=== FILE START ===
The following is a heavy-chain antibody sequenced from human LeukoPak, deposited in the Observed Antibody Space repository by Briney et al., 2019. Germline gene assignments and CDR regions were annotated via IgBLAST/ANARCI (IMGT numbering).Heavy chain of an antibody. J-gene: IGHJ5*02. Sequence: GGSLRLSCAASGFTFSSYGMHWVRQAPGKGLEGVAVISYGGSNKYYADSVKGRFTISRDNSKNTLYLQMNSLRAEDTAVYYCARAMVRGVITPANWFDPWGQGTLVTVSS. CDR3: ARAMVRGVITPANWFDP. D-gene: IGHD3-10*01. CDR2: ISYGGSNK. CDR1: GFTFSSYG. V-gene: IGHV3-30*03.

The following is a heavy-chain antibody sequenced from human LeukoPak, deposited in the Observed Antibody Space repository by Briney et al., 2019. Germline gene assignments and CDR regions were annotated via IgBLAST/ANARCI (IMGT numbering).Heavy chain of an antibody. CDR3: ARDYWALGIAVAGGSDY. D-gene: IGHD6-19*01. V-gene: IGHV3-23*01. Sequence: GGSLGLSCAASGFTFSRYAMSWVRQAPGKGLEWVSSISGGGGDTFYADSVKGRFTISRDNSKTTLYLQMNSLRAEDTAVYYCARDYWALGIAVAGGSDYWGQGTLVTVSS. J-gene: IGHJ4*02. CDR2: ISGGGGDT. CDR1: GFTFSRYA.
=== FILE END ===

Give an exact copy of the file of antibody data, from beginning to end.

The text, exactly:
The following is a heavy-chain antibody sequenced from human LeukoPak, deposited in the Observed Antibody Space repository by Briney et al., 2019. Germline gene assignments and CDR regions were annotated via IgBLAST/ANARCI (IMGT numbering).Heavy chain of an antibody. J-gene: IGHJ5*02. Sequence: GGSLRLSCAASGFTFSSYGMHWVRQAPGKGLEGVAVISYGGSNKYYADSVKGRFTISRDNSKNTLYLQMNSLRAEDTAVYYCARAMVRGVITPANWFDPWGQGTLVTVSS. CDR3: ARAMVRGVITPANWFDP. D-gene: IGHD3-10*01. CDR2: ISYGGSNK. CDR1: GFTFSSYG. V-gene: IGHV3-30*03.

The following is a heavy-chain antibody sequenced from human LeukoPak, deposited in the Observed Antibody Space repository by Briney et al., 2019. Germline gene assignments and CDR regions were annotated via IgBLAST/ANARCI (IMGT numbering).Heavy chain of an antibody. CDR3: ARDYWALGIAVAGGSDY. D-gene: IGHD6-19*01. V-gene: IGHV3-23*01. Sequence: GGSLGLSCAASGFTFSRYAMSWVRQAPGKGLEWVSSISGGGGDTFYADSVKGRFTISRDNSKTTLYLQMNSLRAEDTAVYYCARDYWALGIAVAGGSDYWGQGTLVTVSS. J-gene: IGHJ4*02. CDR2: ISGGGGDT. CDR1: GFTFSRYA.